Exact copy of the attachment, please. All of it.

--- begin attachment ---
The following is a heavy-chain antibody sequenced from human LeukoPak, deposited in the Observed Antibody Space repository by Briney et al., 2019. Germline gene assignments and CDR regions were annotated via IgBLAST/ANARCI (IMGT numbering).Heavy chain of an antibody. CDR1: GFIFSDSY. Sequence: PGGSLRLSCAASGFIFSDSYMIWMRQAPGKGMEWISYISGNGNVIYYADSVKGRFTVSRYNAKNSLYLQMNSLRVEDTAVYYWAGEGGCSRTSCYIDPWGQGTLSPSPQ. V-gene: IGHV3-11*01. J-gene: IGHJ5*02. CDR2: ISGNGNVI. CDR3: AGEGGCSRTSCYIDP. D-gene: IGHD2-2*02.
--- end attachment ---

The following is a heavy-chain antibody sequenced from human LeukoPak, deposited in the Observed Antibody Space repository by Briney et al., 2019. Germline gene assignments and CDR regions were annotated via IgBLAST/ANARCI (IMGT numbering).Heavy chain of an antibody. CDR1: GFIFSDSY. Sequence: PGGSLRLSCAASGFIFSDSYMIWMRQAPGKGMEWISYISGNGNVIYYADSVKGRFTVSRYNAKNSLYLQMNSLRVEDTAVYYWAGEGGCSRTSCYIDPWGQGTLSPSPQ. V-gene: IGHV3-11*01. J-gene: IGHJ5*02. CDR2: ISGNGNVI. CDR3: AGEGGCSRTSCYIDP. D-gene: IGHD2-2*02.